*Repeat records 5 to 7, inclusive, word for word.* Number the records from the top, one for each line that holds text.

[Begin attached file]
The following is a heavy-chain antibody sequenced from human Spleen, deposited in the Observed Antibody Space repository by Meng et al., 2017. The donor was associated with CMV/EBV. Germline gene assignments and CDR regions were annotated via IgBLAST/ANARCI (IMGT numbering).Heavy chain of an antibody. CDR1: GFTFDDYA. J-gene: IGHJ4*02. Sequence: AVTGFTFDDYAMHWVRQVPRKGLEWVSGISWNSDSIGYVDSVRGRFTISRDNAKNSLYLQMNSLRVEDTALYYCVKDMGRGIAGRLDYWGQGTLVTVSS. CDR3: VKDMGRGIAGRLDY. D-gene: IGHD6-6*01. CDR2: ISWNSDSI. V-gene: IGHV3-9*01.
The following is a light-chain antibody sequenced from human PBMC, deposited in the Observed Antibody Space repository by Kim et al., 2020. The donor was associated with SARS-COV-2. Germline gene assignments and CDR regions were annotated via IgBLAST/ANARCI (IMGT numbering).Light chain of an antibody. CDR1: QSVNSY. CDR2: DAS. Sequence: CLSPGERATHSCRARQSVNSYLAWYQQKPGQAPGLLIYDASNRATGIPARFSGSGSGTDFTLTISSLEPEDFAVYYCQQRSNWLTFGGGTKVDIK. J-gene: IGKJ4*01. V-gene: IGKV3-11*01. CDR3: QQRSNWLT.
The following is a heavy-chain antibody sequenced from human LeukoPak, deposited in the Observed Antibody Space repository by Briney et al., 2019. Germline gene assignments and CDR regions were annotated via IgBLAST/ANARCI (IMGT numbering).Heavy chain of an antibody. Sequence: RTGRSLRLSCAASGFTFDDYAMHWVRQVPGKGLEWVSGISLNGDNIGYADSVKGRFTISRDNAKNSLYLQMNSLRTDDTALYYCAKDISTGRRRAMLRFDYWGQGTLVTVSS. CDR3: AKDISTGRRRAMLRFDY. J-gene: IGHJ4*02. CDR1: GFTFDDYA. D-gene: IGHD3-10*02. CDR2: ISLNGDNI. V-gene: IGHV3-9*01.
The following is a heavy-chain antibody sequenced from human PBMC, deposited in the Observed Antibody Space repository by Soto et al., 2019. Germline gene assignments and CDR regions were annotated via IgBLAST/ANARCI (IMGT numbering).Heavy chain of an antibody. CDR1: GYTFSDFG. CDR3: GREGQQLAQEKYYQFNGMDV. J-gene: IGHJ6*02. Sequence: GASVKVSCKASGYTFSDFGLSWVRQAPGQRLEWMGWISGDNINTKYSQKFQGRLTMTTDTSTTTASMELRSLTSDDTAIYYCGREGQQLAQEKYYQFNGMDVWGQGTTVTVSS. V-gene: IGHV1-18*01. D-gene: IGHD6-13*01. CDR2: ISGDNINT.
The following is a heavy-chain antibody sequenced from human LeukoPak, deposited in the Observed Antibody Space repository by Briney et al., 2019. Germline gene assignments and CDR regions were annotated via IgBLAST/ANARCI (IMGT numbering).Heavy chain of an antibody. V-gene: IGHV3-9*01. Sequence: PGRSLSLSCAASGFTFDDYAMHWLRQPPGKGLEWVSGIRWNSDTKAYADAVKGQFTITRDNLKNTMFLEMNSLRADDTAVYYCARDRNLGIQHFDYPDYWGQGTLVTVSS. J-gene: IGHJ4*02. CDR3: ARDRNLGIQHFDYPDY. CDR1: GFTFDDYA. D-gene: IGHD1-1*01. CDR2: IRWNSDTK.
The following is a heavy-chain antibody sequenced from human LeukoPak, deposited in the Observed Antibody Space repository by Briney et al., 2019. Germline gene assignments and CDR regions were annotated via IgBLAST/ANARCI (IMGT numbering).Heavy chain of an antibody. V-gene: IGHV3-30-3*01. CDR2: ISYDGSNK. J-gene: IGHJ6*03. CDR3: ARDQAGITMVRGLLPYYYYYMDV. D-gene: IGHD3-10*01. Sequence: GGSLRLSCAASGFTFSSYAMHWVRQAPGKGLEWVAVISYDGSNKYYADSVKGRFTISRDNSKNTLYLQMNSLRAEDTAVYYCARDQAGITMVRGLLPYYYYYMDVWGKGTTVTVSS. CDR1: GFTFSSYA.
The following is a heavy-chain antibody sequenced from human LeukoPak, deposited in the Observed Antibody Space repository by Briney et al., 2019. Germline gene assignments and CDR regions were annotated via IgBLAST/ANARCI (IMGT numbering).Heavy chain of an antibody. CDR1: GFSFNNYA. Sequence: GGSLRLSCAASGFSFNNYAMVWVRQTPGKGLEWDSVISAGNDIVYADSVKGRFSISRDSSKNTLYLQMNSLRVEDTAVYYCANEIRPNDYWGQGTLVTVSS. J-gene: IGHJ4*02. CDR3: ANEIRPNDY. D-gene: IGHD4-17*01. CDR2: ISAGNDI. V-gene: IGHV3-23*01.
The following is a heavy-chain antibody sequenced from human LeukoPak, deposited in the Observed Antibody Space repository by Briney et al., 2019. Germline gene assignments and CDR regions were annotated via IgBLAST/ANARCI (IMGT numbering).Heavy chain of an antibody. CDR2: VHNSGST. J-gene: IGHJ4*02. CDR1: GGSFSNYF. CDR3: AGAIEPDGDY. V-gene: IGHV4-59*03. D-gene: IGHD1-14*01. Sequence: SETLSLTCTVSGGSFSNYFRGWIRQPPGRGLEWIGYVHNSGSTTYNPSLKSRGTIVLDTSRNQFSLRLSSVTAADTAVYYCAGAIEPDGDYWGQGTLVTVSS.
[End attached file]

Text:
The following is a heavy-chain antibody sequenced from human LeukoPak, deposited in the Observed Antibody Space repository by Briney et al., 2019. Germline gene assignments and CDR regions were annotated via IgBLAST/ANARCI (IMGT numbering).Heavy chain of an antibody. V-gene: IGHV3-9*01. Sequence: PGRSLSLSCAASGFTFDDYAMHWLRQPPGKGLEWVSGIRWNSDTKAYADAVKGQFTITRDNLKNTMFLEMNSLRADDTAVYYCARDRNLGIQHFDYPDYWGQGTLVTVSS. J-gene: IGHJ4*02. CDR3: ARDRNLGIQHFDYPDY. CDR1: GFTFDDYA. D-gene: IGHD1-1*01. CDR2: IRWNSDTK.
The following is a heavy-chain antibody sequenced from human LeukoPak, deposited in the Observed Antibody Space repository by Briney et al., 2019. Germline gene assignments and CDR regions were annotated via IgBLAST/ANARCI (IMGT numbering).Heavy chain of an antibody. V-gene: IGHV3-30-3*01. CDR2: ISYDGSNK. J-gene: IGHJ6*03. CDR3: ARDQAGITMVRGLLPYYYYYMDV. D-gene: IGHD3-10*01. Sequence: GGSLRLSCAASGFTFSSYAMHWVRQAPGKGLEWVAVISYDGSNKYYADSVKGRFTISRDNSKNTLYLQMNSLRAEDTAVYYCARDQAGITMVRGLLPYYYYYMDVWGKGTTVTVSS. CDR1: GFTFSSYA.
The following is a heavy-chain antibody sequenced from human LeukoPak, deposited in the Observed Antibody Space repository by Briney et al., 2019. Germline gene assignments and CDR regions were annotated via IgBLAST/ANARCI (IMGT numbering).Heavy chain of an antibody. CDR1: GFSFNNYA. Sequence: GGSLRLSCAASGFSFNNYAMVWVRQTPGKGLEWDSVISAGNDIVYADSVKGRFSISRDSSKNTLYLQMNSLRVEDTAVYYCANEIRPNDYWGQGTLVTVSS. J-gene: IGHJ4*02. CDR3: ANEIRPNDY. D-gene: IGHD4-17*01. CDR2: ISAGNDI. V-gene: IGHV3-23*01.